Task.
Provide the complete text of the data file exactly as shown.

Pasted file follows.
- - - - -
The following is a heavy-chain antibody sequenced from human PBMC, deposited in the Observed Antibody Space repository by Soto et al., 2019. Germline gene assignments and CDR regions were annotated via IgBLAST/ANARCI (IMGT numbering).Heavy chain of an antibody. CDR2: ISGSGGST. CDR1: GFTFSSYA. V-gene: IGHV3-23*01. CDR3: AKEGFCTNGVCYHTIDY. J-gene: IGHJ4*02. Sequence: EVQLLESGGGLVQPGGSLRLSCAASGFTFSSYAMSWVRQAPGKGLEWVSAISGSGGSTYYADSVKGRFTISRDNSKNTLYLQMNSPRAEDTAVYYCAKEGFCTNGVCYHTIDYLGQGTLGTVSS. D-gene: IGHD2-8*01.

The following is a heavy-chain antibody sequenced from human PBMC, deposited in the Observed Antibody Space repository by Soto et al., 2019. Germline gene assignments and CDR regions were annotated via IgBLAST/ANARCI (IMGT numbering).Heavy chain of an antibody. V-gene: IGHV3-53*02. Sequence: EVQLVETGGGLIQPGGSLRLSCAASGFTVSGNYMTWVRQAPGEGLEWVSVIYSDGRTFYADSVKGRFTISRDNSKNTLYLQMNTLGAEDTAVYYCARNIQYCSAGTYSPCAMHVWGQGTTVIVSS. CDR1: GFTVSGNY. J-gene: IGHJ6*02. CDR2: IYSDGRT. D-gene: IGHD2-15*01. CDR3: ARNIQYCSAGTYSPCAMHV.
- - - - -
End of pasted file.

The following is a heavy-chain antibody sequenced from human PBMC, deposited in the Observed Antibody Space repository by Soto et al., 2019. Germline gene assignments and CDR regions were annotated via IgBLAST/ANARCI (IMGT numbering).Heavy chain of an antibody. CDR2: ISGSGGST. CDR1: GFTFSSYA. V-gene: IGHV3-23*01. CDR3: AKEGFCTNGVCYHTIDY. J-gene: IGHJ4*02. Sequence: EVQLLESGGGLVQPGGSLRLSCAASGFTFSSYAMSWVRQAPGKGLEWVSAISGSGGSTYYADSVKGRFTISRDNSKNTLYLQMNSPRAEDTAVYYCAKEGFCTNGVCYHTIDYLGQGTLGTVSS. D-gene: IGHD2-8*01.

The following is a heavy-chain antibody sequenced from human PBMC, deposited in the Observed Antibody Space repository by Soto et al., 2019. Germline gene assignments and CDR regions were annotated via IgBLAST/ANARCI (IMGT numbering).Heavy chain of an antibody. V-gene: IGHV3-53*02. Sequence: EVQLVETGGGLIQPGGSLRLSCAASGFTVSGNYMTWVRQAPGEGLEWVSVIYSDGRTFYADSVKGRFTISRDNSKNTLYLQMNTLGAEDTAVYYCARNIQYCSAGTYSPCAMHVWGQGTTVIVSS. CDR1: GFTVSGNY. J-gene: IGHJ6*02. CDR2: IYSDGRT. D-gene: IGHD2-15*01. CDR3: ARNIQYCSAGTYSPCAMHV.